Pocket Dial by Sean Gillman

I had intended to dial my dentist, Dr. Valentine, but in all the excitement I called Rodolpho Villafuerte by mistake. I should have hung up but I froze. Hanging up seemed rude, it seemed confusing. Rodolpho Villafuerte. How strange. We had been bunkmates at Camp Armstrong, estranged by decades but in constant proximity via modern technology. His number synced to my mobile via Facebook. Maybe it would be nice to check in? The phone rang on his end, summoning Rodolpho Villafuerte out of almost 20 years of unobjectionable silence.

Rodolpho was the kid who first introduced me to hand sanitizer. He carried a small bottle of the stuff on a string around his neck. He was constantly washing his hands. I remembered seeing him perched between two branches in a tree, sanitizing his hands before climbing back down, where he would re-sanitize them again. He squirted some onto my hands once before dinner in the mess hall. I remember the wave of cool that came over my hands as the stuff evaporated and moisturized my skin. That was Rodolpho. After two rings he picked up. I hastily recounted these memories, trying to speed the reminiscence along in light of all the bleeding.

"Yes." Rodolpho replied dryly, "I remember you." And he sighed heavily into the phone so that it sounded like an airplane landing in the earpiece, "But we both know that's not why you called." Then there was silence on the line. Maybe he expected my reply, but I was hypnotized by the molar in my blood-soaked hand.

"Because," he sighed again, "I've started getting calls from parasites like you on a daily basis. You people once ridiculed my sanitation preoccupation, but now that I've created the first moon powered cleansing magnet, you've come crawling from your caves to see if maybe I can send you a couple bars for free. You think that even though Pocket Dial retails for twelve hundred dollars a bar, Uncle Rodolpho probably has an entire pool house full of promos just waiting to be scattered among his flock of converted naysayers and name callers! Isn't that the idea? So go ahead, tell me what good pals we used to be!"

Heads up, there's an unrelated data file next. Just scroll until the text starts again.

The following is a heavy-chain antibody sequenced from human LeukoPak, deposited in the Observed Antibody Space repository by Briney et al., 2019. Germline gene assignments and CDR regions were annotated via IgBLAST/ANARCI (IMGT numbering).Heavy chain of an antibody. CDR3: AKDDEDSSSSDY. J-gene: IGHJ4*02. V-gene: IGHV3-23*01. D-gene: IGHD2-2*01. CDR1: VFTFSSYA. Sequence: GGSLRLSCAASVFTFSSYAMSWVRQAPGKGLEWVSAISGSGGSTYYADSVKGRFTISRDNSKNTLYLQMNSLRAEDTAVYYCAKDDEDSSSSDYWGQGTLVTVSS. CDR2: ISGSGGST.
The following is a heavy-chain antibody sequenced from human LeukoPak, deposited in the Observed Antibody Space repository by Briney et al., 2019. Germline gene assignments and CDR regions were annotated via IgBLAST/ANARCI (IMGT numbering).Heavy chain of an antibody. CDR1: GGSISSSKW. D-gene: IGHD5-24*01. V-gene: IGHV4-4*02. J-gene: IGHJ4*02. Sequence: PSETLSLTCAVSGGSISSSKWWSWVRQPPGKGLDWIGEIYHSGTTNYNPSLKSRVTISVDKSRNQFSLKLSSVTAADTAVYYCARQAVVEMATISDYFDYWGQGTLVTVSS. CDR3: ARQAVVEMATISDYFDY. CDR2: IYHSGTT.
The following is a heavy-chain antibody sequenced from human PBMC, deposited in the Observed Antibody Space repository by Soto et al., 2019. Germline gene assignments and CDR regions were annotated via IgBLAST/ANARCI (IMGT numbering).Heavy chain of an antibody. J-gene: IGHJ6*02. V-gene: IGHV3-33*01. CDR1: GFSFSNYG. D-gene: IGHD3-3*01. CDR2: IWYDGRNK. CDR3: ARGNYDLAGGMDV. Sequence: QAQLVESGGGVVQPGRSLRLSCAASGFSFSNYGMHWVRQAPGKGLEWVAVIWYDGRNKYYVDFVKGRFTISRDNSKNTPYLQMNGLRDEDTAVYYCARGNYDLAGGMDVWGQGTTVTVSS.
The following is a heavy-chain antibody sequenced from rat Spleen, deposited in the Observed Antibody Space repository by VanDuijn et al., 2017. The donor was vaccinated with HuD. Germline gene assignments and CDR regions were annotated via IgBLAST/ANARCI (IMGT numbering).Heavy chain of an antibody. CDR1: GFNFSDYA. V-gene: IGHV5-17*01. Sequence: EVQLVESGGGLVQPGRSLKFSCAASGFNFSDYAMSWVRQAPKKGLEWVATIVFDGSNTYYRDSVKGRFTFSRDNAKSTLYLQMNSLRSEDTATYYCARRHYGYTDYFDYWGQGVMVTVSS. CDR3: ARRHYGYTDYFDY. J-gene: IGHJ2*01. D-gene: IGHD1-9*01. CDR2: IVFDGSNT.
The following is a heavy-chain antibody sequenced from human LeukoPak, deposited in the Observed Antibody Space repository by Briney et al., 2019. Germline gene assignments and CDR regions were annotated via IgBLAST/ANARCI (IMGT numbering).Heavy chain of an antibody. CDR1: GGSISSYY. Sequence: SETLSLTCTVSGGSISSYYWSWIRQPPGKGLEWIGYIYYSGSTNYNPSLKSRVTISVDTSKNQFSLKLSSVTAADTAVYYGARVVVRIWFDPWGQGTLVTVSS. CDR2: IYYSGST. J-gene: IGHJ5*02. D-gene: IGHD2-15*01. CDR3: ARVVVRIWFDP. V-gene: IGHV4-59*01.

I'd never heard of Pocket Dial. I was getting dizzy. A crash and shattering glass could be heard in the living room. Sheila was still destroying things again. My mind was working at a panicked clip.

"Well, go on..." he continued, "you there old pal?" I tried to sort my words while he continued to prod me, "...You drunk or something?"

"I've just been clobbered with what I think was the handle of a plunger. It washed up in the Gowanus Canal and she knocked out a few of my teeth with it. I'm concerned there could be some horrible bacteria running around in my mouth. If I don't get it all cleaned up soon I could lose more teeth. My whole mouth might fall out. I'm reaching out to you as a friend, Rod, as an Armstrong Armadillo."

After arrangements had been made with Rodolpho I placed my molar in the toothbrush cup, removed my bloodstained clothes, and laid in the tub. I must have fallen asleep because when I opened my eyes Sheila was standing over me. Her eyes hollow and black, her hair wiry with tears in it. Her rage had subsided.

"What did Dr. Valentine say?"

"Dr. Valentine... Yea." It was hard to move my jaw. "Well... it's good news. He's sending me, um, magnets. It. Moon power. Kills bacteria."

Sheila tilted her head. It was so quiet in the bathroom. I glanced at the window. It was night time now. "You mean Pocket Dial? That breakthrough in sanitation technology from Johnson&Johnson? That's amazing stuff. You just keep it in your pocket and it kills unwelcome bacteria without needing water or anything."

I nodded. And she nodded.

"That's good news for your mouth." She spoke quietly, pushing my hair behind my ear with her pinky, "Too bad no amount of moon power can wash the blackness from your tired, feculent soul."

And she cried. And I cried. To this day I don't know why she was crying. But I know why I cried, I cried because the bitch was right.

Image: A Victim of Society by George Grosz